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Towards an ultrashort-pulse laser in the Terahertz domain
CnrNano scientists engineered a quantum cascade laser that emits ultra-short pulses of far infrared radiation generated through the so-called passive mode-locking. Such lasers could probe ultrafast dynamics and phenomena across the physical, chemical and biological sciences.

Research in ultrafast phenomena and ultra-high-speed communications could be enabled by a new infrared laser engineered by CnrNano scientists and co-workers in UK, France and Germany.


Ultra-short light pulses with high intensities, at Terahertz frequencies, can probe light-matter interaction phenomena, capture snapshots of molecular dynamics, and drive high-speed communications. In semiconductor lasers, the so-called mode-locking is the principal set of techniques for generating ultra-short pulses. However, engineering sources that emit short pulses in the far-infrared electromagnetic spectrum, that of Theraherz waves, has always been prevented by limitations of fundamental nature.


Now a team of researchers led by Miriam Serena Vitiello from Istituto Nanoscienze and Scuola Normale Superiore has demonstrated that this fundamental limit can be overcome.


The study, a collaboration between Istituto Nanoscienze, University of Leeds, University of Cambridge, Laboratoire de Physique de l’Ecole Normale Supérieure, Technical University of Munich, appears online April 20 in the journal Nature Photonics.


Istituto Nanoscienze’s Miriam Serena Vitello, led author of the study, said: “Generating short pulses in the Terahertz range through passive mode-locking was one of the longest standing goals over the last two decades, since it has long been assumed to be inherently hindered by the fast recovery times associated with the intersubband gain of such lasers. We innovatively combined the groundbreaking quantum cascade laser technology with graphene optical properties, to develop a new generation of passive mode-locked Terahertz photonic wire lasers”.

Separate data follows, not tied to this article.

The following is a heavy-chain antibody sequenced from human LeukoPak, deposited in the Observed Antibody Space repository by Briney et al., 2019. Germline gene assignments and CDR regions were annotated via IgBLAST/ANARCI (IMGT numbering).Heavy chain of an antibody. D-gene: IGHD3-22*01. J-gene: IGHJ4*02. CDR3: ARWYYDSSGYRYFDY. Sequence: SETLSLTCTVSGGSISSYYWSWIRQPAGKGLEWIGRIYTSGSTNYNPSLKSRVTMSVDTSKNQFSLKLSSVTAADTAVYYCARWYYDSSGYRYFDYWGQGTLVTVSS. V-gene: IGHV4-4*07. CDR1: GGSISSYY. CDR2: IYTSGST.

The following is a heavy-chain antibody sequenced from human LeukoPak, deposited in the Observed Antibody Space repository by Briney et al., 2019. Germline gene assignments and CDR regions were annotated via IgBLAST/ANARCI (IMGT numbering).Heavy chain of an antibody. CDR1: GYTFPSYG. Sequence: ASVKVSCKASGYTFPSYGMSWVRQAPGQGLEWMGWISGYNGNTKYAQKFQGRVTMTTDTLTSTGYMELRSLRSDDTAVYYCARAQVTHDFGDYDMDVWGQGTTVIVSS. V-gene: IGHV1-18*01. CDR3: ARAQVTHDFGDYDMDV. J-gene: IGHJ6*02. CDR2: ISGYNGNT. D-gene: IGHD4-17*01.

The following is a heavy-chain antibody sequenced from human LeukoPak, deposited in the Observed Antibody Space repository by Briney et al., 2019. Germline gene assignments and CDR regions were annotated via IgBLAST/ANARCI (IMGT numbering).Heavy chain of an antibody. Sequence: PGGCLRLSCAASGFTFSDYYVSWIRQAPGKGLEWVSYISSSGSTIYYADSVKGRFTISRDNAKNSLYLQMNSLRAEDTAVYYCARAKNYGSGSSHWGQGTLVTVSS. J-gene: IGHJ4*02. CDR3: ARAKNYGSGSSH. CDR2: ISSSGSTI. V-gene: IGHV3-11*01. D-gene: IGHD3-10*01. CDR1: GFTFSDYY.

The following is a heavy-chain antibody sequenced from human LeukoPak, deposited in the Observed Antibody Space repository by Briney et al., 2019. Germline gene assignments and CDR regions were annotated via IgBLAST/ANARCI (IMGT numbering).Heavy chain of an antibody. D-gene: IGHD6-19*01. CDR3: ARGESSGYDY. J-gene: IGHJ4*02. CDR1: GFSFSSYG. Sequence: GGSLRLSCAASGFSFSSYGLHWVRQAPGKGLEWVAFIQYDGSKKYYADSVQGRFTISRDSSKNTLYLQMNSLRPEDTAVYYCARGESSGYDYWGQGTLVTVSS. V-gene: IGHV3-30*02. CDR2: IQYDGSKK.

Researchers engineered a miniaturised Terahertz laser capable of spontaneously emitting pulses of only 4ps duration. Scientists exploited an innovative device architecture that includes the integration of localised strips of graphene, operating as saturable absorbers, distributed along the entire cavity of a semiconductor quantum cascade laser. The resulting configuration is compact, fully electronic, and extremely economical.

The heterogeneous gain medium employed in the device has been developed at the University of Leeds by the group of Professor Giles Davies, and Professor Edmund Linfield; while the cavity architecture that integrates a saturable graphene absorber, grown at the Cambridge Graphene Center, was designed and built at Nest laboratory of Istituto Nanoscienze and Scuola Normale Superiore in Pisa, by Vitiello, Elisa Riccardi and Valentino Pistore.


The researchers note that this is the first ever demonstration of  the possibility of generating short pulses passively, i.e. spontaneously, in a quantum cascade laser. “We take advantage of the high transparency modulation and fast recovery time of about 2-3 picoseconds of graphene saturable absorption, which favors pulsed emission over naturally occurring continuous wave emission”, scientists explain.


Such an ultrafast technology in underexploited areas of the Terahertz frequency range, with unprecedented sensitivity and spectral resolution opens opportunities for novel long-term research. For example the investigations of ultrafast dynamics, real-time image reconstructions, tomographic measurements, and time-resolved spectroscopy of gases or complex molecules. It also envisages important perspectives in quantum science, as the coherent control of quantum systems, and in quantum optics, exploiting fast pulses that can bring molecular samples out of equilibrium, as well as in metrology and very high-speed communications.


Furthermore, the developed Terahertz micro-lasers can become an innovative and compact alternative to bulky systems currently in use, promising an impact in areas such as biomedical image reconstruction, security scanning, process and quality control and cultural heritage.


The research at Cnr Nano was funded by the ERC Grant SPRINT and by the Graphene Flagship.

Valentino Pistore, Elisa Riccardi and Miriam Serena Vitiello
Further information

Miriam Serena Vitiello’s research group in Terahertz Photonics webpage.

Scientific article: Elisa Riccardi, Valentino Pistore, Seonggil Kang, Lukas Seitner, Anna De Vetter, Christian Jirauschek, Juliette Mangeney, Lianhe Li, A. Giles Davies, Edmund H. Linfield, Andrea C. Ferrari, Sukhdeep S. Dhillon, and Miriam S. Vitiello, Short pulse generation from a graphene-coupled passively mode-locked terahertz laser, Nature Photonics (2023), https://www.nature.com/articles/s41566-023-01195-z

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